Published on: August 30, 2023, 12:12h.
Last updated on: August 29, 2023, 03:48h.
The United States Department of Justice recently responded to a petition from gaming regulators in seven states to increase investigations and prosecutions of illegal offshore gaming websites that cater to US players. The Department emphasized their commitment to combating illicit online gaming activities.
Currently, legal online casinos are only available in six states, namely New Jersey, Pennsylvania, Delaware, West Virginia, Connecticut, and Michigan. On the other hand, online sports betting is legal in nearly 30 states, including Washington, DC.
Despite the expansion of legal online sports betting, offshore sportsbooks continue to attract US bettors. Additionally, due to limited legal iGaming options, many unregulated internet casino platforms from foreign jurisdictions still target US-based gamblers.
According to the American Gaming Association (AGA), over $500 billion is illegally wagered on unregulated gambling websites each year. This results in states missing out on approximately $13 billion in tax revenue.
The Unlawful Internet Gambling Enforcement Act (UIGEA) of 2006 makes it a federal crime for a business to operate an online casino without a state license where online gaming is legal. Additionally, the US Wire Act of 1961 prohibits the use of wire transactions across state or country lines for gambling purposes.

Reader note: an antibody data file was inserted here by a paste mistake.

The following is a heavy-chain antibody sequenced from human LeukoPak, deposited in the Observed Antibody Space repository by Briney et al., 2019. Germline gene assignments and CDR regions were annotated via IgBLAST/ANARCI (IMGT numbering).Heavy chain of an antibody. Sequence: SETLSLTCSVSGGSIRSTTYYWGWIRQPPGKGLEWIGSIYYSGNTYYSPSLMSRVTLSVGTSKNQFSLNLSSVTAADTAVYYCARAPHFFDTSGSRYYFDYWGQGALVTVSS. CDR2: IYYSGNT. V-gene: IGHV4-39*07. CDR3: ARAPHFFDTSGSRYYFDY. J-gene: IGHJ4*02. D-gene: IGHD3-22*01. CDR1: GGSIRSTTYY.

In response to a letter from gaming regulators in Nevada, New Jersey, Michigan, Illinois, Colorado, Louisiana, and Mississippi, Attorney General Merrick Garland was requested to allocate more resources to combat illegal online gaming sites.
The primary regulators of the legal gaming industry in our seven states urge the Department of Justice to prioritize fighting illegal offshore sportsbooks and online casinos. These unlawful operations have significant risks, such as a lack of investment in responsible gaming programs, loss of tax revenue, absence of age verification requirements, money laundering concerns, unfair payouts, and more,” as stated in the letter.
The letter further emphasized that offshore operators offering services in regulated state jurisdictions are violating both state and federal laws.
Megan Bennett, an intergovernmental liaison at the DOJ, responded to the seven state gaming regulatory agencies. She expressed the Department’s appreciation for their input and reiterated their commitment to addressing illegal gambling activities.
The Department takes illegal gambling seriously, including online gambling, and will continue to investigate and prosecute such activities effectively.
Bennett’s response coincided with the arrest of Richard Sullivan, a 73-year-old individual wanted by the DOJ for his alleged involvement in operating a multimillion-dollar sports betting ring from Antigua since 2010.
Bennett added, “The Department acknowledges the negative impact of illegal gaming on individuals and communities and will utilize all available tools to detect, investigate, and prosecute such illegal activity.”